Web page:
THE Royal College of Nursing (RCN) is today (Thursday 30 December) raising the alarm over morale, sickness absence and the prospect of rising vacancies in the profession in the early months of 2022.
The RCN’s 2021 biennial Employment Survey, carried out before the Omicron wave hit the UK, found many nursing staff are already routinely working unpaid overtime, delaying or not taking annual leave and were feeling exhausted.
With Omicron cases hitting record levels, the number of staff off for Covid-19 reasons is adding to what were already unsustainable pressures on health and care services.
The respondents to the RCN survey – more than 9,000 – expressed a growing sense of disillusionment after 18 months’ fighting the pandemic, with many citing feeling undervalued as a reason for wanting to quit their jobs.
Headline findings from the October survey include:
- 57% state that they are either thinking about leaving their job or actively planning to leave. The reasons for that included feeling undervalued (70%); feeling exhausted (60%); and that they can’t give patients the level of care they would like to (47%).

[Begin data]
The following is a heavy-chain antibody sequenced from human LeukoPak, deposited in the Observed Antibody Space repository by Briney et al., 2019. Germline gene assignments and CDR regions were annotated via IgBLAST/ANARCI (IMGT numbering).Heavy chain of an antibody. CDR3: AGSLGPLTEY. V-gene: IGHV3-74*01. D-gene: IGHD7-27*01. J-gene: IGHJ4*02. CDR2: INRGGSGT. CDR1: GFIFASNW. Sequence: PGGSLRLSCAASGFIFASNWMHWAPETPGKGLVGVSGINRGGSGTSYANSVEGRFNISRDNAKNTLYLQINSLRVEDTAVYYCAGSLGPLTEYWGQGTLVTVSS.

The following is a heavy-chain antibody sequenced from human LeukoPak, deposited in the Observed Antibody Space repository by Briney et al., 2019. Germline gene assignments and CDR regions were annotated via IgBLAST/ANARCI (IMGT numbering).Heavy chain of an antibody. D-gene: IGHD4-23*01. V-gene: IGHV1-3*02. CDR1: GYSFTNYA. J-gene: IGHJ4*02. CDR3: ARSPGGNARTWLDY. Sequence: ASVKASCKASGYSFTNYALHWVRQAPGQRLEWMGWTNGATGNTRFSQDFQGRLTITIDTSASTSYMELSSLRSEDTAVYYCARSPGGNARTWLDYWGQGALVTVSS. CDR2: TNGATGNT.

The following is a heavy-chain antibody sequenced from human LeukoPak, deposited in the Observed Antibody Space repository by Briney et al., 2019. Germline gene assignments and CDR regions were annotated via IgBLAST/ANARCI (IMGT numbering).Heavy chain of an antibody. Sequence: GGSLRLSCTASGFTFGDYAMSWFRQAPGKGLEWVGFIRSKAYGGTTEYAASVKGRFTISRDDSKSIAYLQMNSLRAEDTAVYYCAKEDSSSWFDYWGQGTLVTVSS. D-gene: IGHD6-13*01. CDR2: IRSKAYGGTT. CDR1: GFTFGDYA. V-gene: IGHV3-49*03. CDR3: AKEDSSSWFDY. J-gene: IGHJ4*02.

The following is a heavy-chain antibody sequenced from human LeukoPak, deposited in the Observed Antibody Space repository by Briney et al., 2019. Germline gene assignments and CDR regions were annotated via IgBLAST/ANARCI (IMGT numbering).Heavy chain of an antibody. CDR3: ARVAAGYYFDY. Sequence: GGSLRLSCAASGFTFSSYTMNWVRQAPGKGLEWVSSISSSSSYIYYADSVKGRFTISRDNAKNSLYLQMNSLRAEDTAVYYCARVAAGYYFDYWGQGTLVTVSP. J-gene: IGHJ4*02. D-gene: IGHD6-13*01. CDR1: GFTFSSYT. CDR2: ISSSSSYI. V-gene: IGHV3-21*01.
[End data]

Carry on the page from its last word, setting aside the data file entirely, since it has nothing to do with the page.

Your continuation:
- Around three-quarters of the respondents reported having worked when unwell on at least one occasion over the previous 12 months (77.4%) or regularly working beyond their contracted hours at least once a week (74.1%); and just over half of these members (53%) reported these additional hours were unpaid.
- 18% said they hadn’t asked for their full annual leave entitlement; and 15% that they were asked to delay their holiday time.
RCN General Secretary and Chief Executive Pat Cullen said: ‘As the pandemic moves into a third calendar year and now we face another Covid wave, our members talk vividly about the toll of the pandemic and years of understaffing.
‘Nursing undoubtedly has the potential to be a hugely rich and satisfying career, but with tens of thousands of nursing jobs unfilled the situation is unsustainable.
‘All nursing staff need funded and supported time out – not limited to annual leave – for all staff, regardless of which setting they work.
‘Likewise, where staff have taken time off due to illness, rest and recuperation must be central to decision-making about their return to work.
‘Proper mental and psychological support services need to be made available.’
A clinical nurse specialist in urgent care in Wales who responded to the survey said there ls a ‘constant threat’ of being redeployed at any time to fill rota gaps, adding: ‘Since Covid-19 patients and families are waiting so long to access care, so many distressed people, families are calling daily, the calls are heart-breaking.
‘The aggression is increasing, and I am not sure how much more I can take.’
Responding to the findings, RCN representative and London nurse Jodie Elliott, said: ‘Every day we come in to do a good job; when you can’t do that because you don’t have the staff it breaks my heart.’